1422 Essays and bootless poetry

Artful Flight
by Susan Glickman

Erin, Ontario: Porcupine’s Quill, 2022
$24.95 / 9780889848795

Reviewed by Gary Geddes

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I’ve been poring over Susan Glickman’s Artful Flight, a series of essays and reviews, with delight and a certain sadness, delight at her intelligence and close attention to the craft and contributions of a wide range of writers, but also sadness at the signs of disappointment she has felt with the literary world in Canada, from which she has apparently resigned. But resigned with such a brilliant departure gift and personal send- off.

The Inner Ear, pen-and-ink drawing by P.K. Page (courtesy Gary Geddes)

I met Susan Glickman in the early 1980s, while I was teaching at Concordia University and running a new literary press called Quadrant Editions. She was one of several emerging poets I had encountered whose work looked so promising it deserved to be celebrated; so I set about editing an anthology called The Inner Ear (1983), the title sharing the name of P.K. Page’s pen-and-ink illustration that graced its cover. I had not followed her career closely enough to realize the difficulties she faced and what they would cost. The start of that disillusionment was the news that the English Department of the University of Toronto, where she was teaching at the time, did not recognize her first book of poetry, saying “it didn’t count as a publication.”

Susan Glickman. Photo by Toan Klein

I was struck by this revelation, as I’d had a similar experience at the University of Victoria. In addition to being told by the new departmental chairman that poetry did not merit consideration for promotion, I was informed that my published articles did not ‘score’ in the big magazines, by which he meant those journals associated with major universities in the U.S. and U.K. Apparently, my two poetry anthologies, which had become major textbooks across the country, and were both published by Oxford University Press, did not merit consideration. Ironically, departure may have been a stroke of luck for Glickman, as English Departments were becoming less and less desirable to many students because of their obsessive pursuit of new critical theory — whether postmodernism, deconstructionism or the dozen other –isms — and the plethora of courses now devoted to identity politics.

There’s a level of wisdom, grace and scholarship in Glickman’s writings that sets her apart from many other poets and critics. When she’s writing about the importance of the poetic ‘line,’ she takes the time and makes the effort to quote a dozen ancient and modern poets from Thomas Campion to Robert Hass on the subject, wisely concluding that:

Portrait of Samuel Daniel (1562-1619) from Daniel Cockson, The Civile Wares (1609). Courtesy Wikipedia

We could do far worse than to take the gentle Daniel [Samuel Daniel, “A Defense of Rhyme,” 1603] as our guide when we look at poetry which does not conform to our own tastes or precepts. Instead of calling rhyming couplets mechanical or free verse shapeless, or whatever, we should focus on the strength and grace of each. We must allow poetry to be ‘a way of happening’ and the best way to enter the valley of its making is, as it always has been, the line.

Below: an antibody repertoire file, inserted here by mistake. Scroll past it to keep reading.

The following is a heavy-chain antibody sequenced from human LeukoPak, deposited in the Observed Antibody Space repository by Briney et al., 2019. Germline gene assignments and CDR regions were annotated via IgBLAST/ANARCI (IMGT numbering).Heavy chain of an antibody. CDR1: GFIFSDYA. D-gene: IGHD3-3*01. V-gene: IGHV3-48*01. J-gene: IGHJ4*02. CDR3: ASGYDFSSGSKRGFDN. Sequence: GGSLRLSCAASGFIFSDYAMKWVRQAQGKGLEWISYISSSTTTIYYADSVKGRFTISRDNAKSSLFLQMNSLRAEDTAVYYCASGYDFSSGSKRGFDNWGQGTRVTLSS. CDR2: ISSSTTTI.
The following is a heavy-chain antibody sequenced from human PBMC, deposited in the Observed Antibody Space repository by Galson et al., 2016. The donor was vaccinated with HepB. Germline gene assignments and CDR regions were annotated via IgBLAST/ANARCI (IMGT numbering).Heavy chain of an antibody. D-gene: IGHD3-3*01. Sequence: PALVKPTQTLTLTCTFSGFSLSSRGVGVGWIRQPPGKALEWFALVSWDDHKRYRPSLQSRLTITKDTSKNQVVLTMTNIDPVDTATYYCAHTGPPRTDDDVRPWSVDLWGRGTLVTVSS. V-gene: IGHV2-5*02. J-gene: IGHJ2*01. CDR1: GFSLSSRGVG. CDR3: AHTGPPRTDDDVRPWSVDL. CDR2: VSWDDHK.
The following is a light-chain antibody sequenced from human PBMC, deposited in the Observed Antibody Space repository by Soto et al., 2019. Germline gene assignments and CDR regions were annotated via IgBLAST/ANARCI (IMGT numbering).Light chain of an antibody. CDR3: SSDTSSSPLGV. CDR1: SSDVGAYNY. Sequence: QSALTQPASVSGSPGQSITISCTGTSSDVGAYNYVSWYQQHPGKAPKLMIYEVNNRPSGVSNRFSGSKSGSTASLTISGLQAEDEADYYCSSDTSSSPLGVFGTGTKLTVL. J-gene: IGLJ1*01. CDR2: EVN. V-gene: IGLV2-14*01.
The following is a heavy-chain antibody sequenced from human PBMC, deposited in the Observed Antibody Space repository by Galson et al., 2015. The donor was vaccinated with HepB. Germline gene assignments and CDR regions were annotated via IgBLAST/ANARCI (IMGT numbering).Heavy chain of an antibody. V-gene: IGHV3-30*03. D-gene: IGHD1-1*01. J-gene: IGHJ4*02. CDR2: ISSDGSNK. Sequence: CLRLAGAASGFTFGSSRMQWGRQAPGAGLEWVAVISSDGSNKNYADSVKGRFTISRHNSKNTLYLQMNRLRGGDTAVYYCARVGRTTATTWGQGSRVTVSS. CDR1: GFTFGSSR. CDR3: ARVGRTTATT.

Her fascination with words and their changes in meaning over time is quite infectious:

But the word ‘let,’ as it occurs in Act I scene iv of Hamlet is a beast of a different colour. I still remember the thrill of studying Hamlet in high school and learning that ‘let’ — which to me had always meant to permit or to allow something — could also and simultaneously denote its antithesis: to hinder or prevent an action from occurring. That second meaning persists today in the legal phrase ‘without let or hindrance’.

In addition to the struggles of being Jewish in Anglo-Christo-centric Oxford and female with a child in a paternalistic Toronto academy, Glickman acknowledges that “refusing to write within easily recognized genres has complicated my life.” Critics habitually downgraded such versatility by describing her novels as ‘literary,’ ‘historical,’ ‘feminist’ or, worse, the work of a poet. As a reviewer or critic herself, Glickman favours the wisdom of Japanese poet Daisaku Ikeda: “It is much more valuable to look for the strength in others. You can gain nothing by criticizing their imperfections.” Or, in her own words: “To read a book with understanding makes you a resident of its world rather than a tourist. You have the experience of poetry you are meant to have. A much better one.” And: “Reviewing is a way of giving back to the community by making you part of an ongoing dialogue about the importance of poetry and its place in the world.”

Paul Valéry (1871-1945)